In this Coen Brothers-directed re-make of a John Wayne Western, Jeff Bridges is the maverick, whisky-slugging gun-slinger Marshall Rooster Cogburn, a self-professed "foolish old-man who has been drawn into a wild goose chase by a harpy in trousers and a nincompoop".
The harpy is 14-year-old Mattie Ross (Hailee Steinfeld), who, thanks to a mother who is “indecisive and hobbled by grief” has taken it upon herself to avenge her father’s recent slaying by wanted criminal Tom Chaney (Josh Brolin). The nincompoop is the pleasantly dim-witted Texas Ranger Laboeuf (Matt Damon). Together they embark on a mission to get Chaney.
With its crisp, wide-angled vistas, the film earns its Best Cinematography Oscar nod. Likewise Steinfeld and Bridges’ performances are both superb. The script is infused with the hilarious, machine-gun verbosity that’s been the Coen brothers' trademark for 25 years.
Mixing the drama of No Country For Old Men with the humour of Oh Brother, Where Art Thou?, True Grit is among the finest of the Coen Brothers’ films.
NEVER LET ME GO
Richard Nixon used to tell his psychiatrist that when he looked into the mirror in the morning, he saw no one there. I felt a similar sensation watching the spectral Keira Knightley’s void-like performance in this drab adaptation of Kazuo Ishiguro’s novel.
Kathy (Carey Mulligan), Tommy (Andrew Garfield) and Ruth (Knightley) grow up together in the 1970s and ‘80s at a seemingly-idyllic English boarding school. But all is not as it seems. The pupils are special. Because when they hit adulthood, they will be systematically harvested for their organs, until their skin drapes over their empty skeletons like a withered balloon and they die.
Mulligan – with her ruddy, English Cream Tea charms – is watchable as the likable Kathy. Garfield (The Social Network) does his best with the irritating script. Knightley floats through the film with dead-eyed vacuity; half mannequin, half human abyss.
The film hints at Big Issues – being human, science and morality, the brevity of life – but the trite, laughably earnest love triangle saps away all life from it. Awful.
GNOMEO & JULIET
The greatest love story ever told… re-told with animated garden gnomes and an Elton John soundtrack. Gnomeo and Juliet does not, it must be said, look promising on paper. Yet on the big screen, what is conceptually unconvincing becomes a high-camp, off-the-wall, seriously enjoyable romp that kids and their parents will love.
In fair suburbia where we lay our scene, the ongoing feud between warring neighbours Mr Capulet and Miss Montague has been taken up by their respective garden gnomes, the Reds and the Blues. When bright young Blue thing Gnomeo (James McAvoy) meets feisty Red stunner Juliet (Emily Blunt) on a rare trip outside the Blue garden, cupid strikes and, well, you know the rest.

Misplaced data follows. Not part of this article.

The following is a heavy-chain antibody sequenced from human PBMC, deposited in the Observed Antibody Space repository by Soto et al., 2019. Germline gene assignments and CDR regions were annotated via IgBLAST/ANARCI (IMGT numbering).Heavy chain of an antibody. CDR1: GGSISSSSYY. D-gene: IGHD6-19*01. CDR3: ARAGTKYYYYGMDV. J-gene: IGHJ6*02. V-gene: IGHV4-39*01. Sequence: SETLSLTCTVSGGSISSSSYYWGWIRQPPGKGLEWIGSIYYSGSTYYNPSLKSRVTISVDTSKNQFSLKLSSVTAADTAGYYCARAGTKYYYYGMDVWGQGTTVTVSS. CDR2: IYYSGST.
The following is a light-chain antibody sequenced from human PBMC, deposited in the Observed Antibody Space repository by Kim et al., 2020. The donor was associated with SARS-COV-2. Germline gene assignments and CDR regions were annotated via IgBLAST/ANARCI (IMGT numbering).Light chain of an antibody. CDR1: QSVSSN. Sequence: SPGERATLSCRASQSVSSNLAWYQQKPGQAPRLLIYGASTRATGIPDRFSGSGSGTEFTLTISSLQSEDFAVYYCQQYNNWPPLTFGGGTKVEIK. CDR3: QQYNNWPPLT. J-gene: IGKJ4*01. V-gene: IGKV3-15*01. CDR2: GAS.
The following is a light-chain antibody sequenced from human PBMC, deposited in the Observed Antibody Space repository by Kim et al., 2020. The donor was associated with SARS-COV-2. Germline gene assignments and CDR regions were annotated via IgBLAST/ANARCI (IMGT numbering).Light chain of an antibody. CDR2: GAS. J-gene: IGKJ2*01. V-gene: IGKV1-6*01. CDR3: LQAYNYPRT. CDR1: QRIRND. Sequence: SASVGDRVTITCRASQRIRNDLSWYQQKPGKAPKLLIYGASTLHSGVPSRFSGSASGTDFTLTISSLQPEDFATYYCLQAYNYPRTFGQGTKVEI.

What Gnomeo and Juliet lacks in faithfulness to Shakespeare (the tragic third act is ditched in favour of a fairytale ending, naturally), it makes up for with an imaginative and irreverent playfulness. It is also packed with familiar-sounding voices (Ozzy Osbourne, Hulk Hogan and Dolly Parton among many others) – no doubt thanks to the showbiz connections of the film’s producer David Furnish.
And, if nothing else, viewers can have great fun working out who is who.
THE CHILDREN’S HOUR
THE excitement of seeing Keira Knightley and Elizabeth Moss – Peggy in cult TV series Mad Men – in the flesh seems at first to overshadow the play. The first time they share the stage, it feels as though Keira is being Keira (that controversial mouth and skinny frame working overtime) and Moss is, well, not quite sure what to do with her hands and talks a bit loudly.
But as the the spell-binding action of the play unravels (Hellman, a German Jew from New Orleans, wrote it as the Nazis are coming to power but the play is in the midwest), the two become riveting.
Karen (Knightley) and Martha (Moss) have spent their twenties slaving away to set up a school for girls in a farmhouse in Michigan while other girls their age were out at parties. Among the pupils at their school is Mary, a spooky, deranged girl and a compulsive liar (played brilliantly by the androgenous Bryony Hannah). Finally, one of her lies – inspired by a row that her two friends overhear – has grave consequences. But it is Mary’s doting grandmother – who chooses to believe Mary and the friend she manipulates into slandering Martha and Karen – who becomes the moral focus of the play. Hellman’s preoccupation here is the wreckage that lies – particularly those containing tiny grains of truth – can do. And so the play becomes a gripping moral piece, with a host of riveting performances.